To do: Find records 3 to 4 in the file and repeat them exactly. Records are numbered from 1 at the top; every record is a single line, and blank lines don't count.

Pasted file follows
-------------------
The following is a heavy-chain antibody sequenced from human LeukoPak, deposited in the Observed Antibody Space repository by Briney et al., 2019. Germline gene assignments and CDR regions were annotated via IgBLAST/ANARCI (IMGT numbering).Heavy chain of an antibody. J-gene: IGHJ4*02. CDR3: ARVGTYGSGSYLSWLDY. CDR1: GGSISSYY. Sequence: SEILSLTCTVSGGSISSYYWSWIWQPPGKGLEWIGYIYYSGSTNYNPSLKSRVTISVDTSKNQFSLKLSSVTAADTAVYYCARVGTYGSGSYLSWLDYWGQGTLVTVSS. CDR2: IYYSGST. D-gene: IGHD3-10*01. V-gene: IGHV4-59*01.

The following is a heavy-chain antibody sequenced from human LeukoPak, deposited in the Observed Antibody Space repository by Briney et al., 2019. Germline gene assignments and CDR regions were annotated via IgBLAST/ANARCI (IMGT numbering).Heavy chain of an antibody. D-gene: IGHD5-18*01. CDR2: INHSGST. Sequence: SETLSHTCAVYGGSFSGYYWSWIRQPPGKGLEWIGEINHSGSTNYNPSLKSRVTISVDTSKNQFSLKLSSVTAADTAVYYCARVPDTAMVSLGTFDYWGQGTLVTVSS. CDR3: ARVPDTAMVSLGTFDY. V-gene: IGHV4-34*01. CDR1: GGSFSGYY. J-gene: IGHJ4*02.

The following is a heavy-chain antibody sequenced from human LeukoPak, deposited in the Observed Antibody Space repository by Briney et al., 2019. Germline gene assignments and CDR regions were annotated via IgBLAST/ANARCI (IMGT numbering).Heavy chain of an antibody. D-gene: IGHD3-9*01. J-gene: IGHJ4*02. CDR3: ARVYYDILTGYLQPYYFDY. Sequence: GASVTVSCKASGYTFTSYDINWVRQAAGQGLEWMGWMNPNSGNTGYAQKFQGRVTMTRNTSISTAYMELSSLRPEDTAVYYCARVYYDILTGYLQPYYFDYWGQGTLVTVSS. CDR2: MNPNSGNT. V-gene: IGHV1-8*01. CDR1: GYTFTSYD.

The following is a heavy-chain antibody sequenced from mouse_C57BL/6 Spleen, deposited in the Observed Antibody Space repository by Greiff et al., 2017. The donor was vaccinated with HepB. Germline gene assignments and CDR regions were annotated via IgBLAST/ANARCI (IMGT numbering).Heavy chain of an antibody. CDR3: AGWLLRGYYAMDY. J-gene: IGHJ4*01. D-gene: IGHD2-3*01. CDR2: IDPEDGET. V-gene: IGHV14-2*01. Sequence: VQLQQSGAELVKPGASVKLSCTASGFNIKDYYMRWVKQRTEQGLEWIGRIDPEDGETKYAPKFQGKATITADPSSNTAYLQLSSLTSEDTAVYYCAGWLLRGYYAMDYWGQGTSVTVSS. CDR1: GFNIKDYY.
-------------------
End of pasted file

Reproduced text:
The following is a heavy-chain antibody sequenced from human LeukoPak, deposited in the Observed Antibody Space repository by Briney et al., 2019. Germline gene assignments and CDR regions were annotated via IgBLAST/ANARCI (IMGT numbering).Heavy chain of an antibody. D-gene: IGHD3-9*01. J-gene: IGHJ4*02. CDR3: ARVYYDILTGYLQPYYFDY. Sequence: GASVTVSCKASGYTFTSYDINWVRQAAGQGLEWMGWMNPNSGNTGYAQKFQGRVTMTRNTSISTAYMELSSLRPEDTAVYYCARVYYDILTGYLQPYYFDYWGQGTLVTVSS. CDR2: MNPNSGNT. V-gene: IGHV1-8*01. CDR1: GYTFTSYD.

The following is a heavy-chain antibody sequenced from mouse_C57BL/6 Spleen, deposited in the Observed Antibody Space repository by Greiff et al., 2017. The donor was vaccinated with HepB. Germline gene assignments and CDR regions were annotated via IgBLAST/ANARCI (IMGT numbering).Heavy chain of an antibody. CDR3: AGWLLRGYYAMDY. J-gene: IGHJ4*01. D-gene: IGHD2-3*01. CDR2: IDPEDGET. V-gene: IGHV14-2*01. Sequence: VQLQQSGAELVKPGASVKLSCTASGFNIKDYYMRWVKQRTEQGLEWIGRIDPEDGETKYAPKFQGKATITADPSSNTAYLQLSSLTSEDTAVYYCAGWLLRGYYAMDYWGQGTSVTVSS. CDR1: GFNIKDYY.